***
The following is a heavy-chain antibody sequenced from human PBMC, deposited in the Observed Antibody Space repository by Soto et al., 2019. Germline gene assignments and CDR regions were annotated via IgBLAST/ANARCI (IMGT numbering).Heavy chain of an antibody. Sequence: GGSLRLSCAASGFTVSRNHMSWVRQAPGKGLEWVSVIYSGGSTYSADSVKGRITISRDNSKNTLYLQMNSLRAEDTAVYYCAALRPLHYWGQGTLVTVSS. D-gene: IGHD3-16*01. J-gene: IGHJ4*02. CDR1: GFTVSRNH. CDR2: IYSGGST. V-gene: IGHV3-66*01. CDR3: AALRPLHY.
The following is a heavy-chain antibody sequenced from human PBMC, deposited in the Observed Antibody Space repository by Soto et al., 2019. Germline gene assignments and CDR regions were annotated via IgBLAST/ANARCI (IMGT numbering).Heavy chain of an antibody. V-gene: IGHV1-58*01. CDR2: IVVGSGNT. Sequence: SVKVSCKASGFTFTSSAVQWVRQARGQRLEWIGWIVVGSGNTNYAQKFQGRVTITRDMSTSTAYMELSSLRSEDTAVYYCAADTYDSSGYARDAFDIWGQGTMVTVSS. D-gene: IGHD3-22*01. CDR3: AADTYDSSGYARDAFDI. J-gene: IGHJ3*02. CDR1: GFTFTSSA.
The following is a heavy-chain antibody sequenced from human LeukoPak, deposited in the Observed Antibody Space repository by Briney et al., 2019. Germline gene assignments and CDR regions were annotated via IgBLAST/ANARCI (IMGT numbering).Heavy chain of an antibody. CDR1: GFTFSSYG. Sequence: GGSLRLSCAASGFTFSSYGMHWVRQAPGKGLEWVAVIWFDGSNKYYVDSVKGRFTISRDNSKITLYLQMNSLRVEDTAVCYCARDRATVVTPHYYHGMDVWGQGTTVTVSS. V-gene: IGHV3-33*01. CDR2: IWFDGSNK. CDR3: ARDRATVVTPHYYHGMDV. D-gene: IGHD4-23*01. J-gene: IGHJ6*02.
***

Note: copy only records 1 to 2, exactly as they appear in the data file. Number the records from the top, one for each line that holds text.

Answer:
The following is a heavy-chain antibody sequenced from human PBMC, deposited in the Observed Antibody Space repository by Soto et al., 2019. Germline gene assignments and CDR regions were annotated via IgBLAST/ANARCI (IMGT numbering).Heavy chain of an antibody. Sequence: GGSLRLSCAASGFTVSRNHMSWVRQAPGKGLEWVSVIYSGGSTYSADSVKGRITISRDNSKNTLYLQMNSLRAEDTAVYYCAALRPLHYWGQGTLVTVSS. D-gene: IGHD3-16*01. J-gene: IGHJ4*02. CDR1: GFTVSRNH. CDR2: IYSGGST. V-gene: IGHV3-66*01. CDR3: AALRPLHY.
The following is a heavy-chain antibody sequenced from human PBMC, deposited in the Observed Antibody Space repository by Soto et al., 2019. Germline gene assignments and CDR regions were annotated via IgBLAST/ANARCI (IMGT numbering).Heavy chain of an antibody. V-gene: IGHV1-58*01. CDR2: IVVGSGNT. Sequence: SVKVSCKASGFTFTSSAVQWVRQARGQRLEWIGWIVVGSGNTNYAQKFQGRVTITRDMSTSTAYMELSSLRSEDTAVYYCAADTYDSSGYARDAFDIWGQGTMVTVSS. D-gene: IGHD3-22*01. CDR3: AADTYDSSGYARDAFDI. J-gene: IGHJ3*02. CDR1: GFTFTSSA.